Thursday, May 31, 2012

Danielle Ackley-McPhail and Sheppard's Pie recipe

Today I'm happy to introduce award-winning author Danielle Ackley-McPhail, a fellow Broad Universe member. She has worked both sides of the publishing industry for over seventeen years. Her works include the urban fantasies, Yesterday's Dreams, Tomorrow's Memories, the upcoming Today’s Promise, and The Halfling’s Court, and the writers guide, The Literary Handyman. She edits the Bad-Ass Faeries anthologies and Dragon’s Lure, and has contributed to numerous other anthologies.She is a member of the New Jersey Authors Network and Broad Universe, a writer’s organization focusing on promoting the works of women authors in the speculative genres. She can be found on LiveJournal (damcphail, lit_handyman), Facebook (Danielle Ackley-McPhail), and Twitter (DMcPhail). Learn more at

If you were marooned on an island, and Pots & Pens granted your wish for only one book and one food, what would you choose? Hmmm…tricky…I would say Sheppard’s pie (which I happen to make…see below recipe) because it has all kinds of elements that are both yummy and good for you! Besides, I like it lots and lots, but it has to have fresh mashed potatoes on top. The book….wow…You know, I’d have to say the Bible, because it’s a heck of a lot of reading on that onion-skin paper, and if I’m marooned, I definitely need the content too. I have to admit I’d skip the begets, though.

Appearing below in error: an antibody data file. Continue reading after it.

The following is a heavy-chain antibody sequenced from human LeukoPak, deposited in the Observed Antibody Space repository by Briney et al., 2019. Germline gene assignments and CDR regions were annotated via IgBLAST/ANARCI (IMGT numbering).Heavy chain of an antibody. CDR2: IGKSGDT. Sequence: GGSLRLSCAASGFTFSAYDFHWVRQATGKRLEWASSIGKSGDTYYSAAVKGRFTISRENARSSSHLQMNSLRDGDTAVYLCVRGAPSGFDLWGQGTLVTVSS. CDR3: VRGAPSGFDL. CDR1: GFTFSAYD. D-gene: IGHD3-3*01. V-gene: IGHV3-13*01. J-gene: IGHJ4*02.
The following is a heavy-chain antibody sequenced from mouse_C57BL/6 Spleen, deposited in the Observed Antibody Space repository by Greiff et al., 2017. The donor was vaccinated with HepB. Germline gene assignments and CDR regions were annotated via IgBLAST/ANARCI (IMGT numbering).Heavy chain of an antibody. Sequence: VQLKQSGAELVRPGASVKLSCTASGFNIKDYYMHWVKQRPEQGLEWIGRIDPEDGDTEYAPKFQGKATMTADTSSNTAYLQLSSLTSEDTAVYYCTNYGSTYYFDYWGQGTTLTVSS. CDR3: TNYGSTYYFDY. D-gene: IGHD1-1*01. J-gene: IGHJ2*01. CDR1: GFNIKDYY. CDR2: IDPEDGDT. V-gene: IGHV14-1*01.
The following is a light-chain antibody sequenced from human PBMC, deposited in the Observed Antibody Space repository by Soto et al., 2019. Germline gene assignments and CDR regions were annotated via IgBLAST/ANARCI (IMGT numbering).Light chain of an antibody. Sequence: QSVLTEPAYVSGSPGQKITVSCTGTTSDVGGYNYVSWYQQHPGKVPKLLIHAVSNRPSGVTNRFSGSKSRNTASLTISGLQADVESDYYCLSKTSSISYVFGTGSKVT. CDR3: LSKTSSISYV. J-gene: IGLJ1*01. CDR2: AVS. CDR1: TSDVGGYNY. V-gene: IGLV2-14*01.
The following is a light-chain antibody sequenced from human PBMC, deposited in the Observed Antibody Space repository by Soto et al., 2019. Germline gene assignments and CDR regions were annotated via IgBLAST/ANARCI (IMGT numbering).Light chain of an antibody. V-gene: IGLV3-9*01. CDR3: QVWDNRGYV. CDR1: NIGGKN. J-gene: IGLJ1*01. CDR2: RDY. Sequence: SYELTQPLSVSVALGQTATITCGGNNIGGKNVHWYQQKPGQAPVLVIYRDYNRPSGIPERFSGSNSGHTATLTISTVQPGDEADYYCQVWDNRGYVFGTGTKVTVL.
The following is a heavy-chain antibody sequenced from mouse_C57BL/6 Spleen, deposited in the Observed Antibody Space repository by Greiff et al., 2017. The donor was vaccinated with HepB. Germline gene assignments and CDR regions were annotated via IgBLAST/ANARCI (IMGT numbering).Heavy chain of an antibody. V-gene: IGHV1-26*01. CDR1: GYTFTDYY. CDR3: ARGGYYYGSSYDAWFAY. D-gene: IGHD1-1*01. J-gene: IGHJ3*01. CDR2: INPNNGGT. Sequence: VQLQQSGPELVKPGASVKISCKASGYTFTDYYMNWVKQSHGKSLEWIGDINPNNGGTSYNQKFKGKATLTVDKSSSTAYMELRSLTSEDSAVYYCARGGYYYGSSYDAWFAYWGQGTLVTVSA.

What is your A+, number 1 writing/editing/query-reading snack?
It’s a toss-up…if I’m being good, it’s buttered popcorn with a little Nature’s Seasoning sprinkled on top. If I’m being bad it’s mint chocolate chip ice cream with redi-whip whipped cream on top…LOTS.
Hot out of the oven: What inspired your latest book, and what ingredients do you hope makes it a tasty treat for readers? I just finished Today’s Promise, which is the final novel in my Eternal Cycle series of Irish-Myth based novels, so…basically, it’s inspired by the first two novels, Yesterday’s Dreams and Tomorrow’s Memories.

The series as a whole was inspired by a conversation with one of my supervisors back when I was a volunteer for the Amazing Instant Novelist writing site on AOL. He wrote dark fiction and he was telling us one day about some of the different jobs he had had in the past. One of those jobs was as a pawnbroker. That and his chosen writing style gave me the idea for a pawn shop where an evil broker only accepted items for pawn that had a connection to the owner’s soul, for nefarious purposes, of course.

Now, that was just the seed of the idea; by the time I started to write the first novel the evil pawnbroker morphed into a good guardian elf but the pawnshop and soul-linked objects remained the same. The first two books had all the build-up. Because of that, Today’s Promise is full of spice and zest and excitement because everything is coming together and we have to wrap up a tapestry’s worth of story threads. We have banishments and demon possession; daring rescues and rousing sword-battles.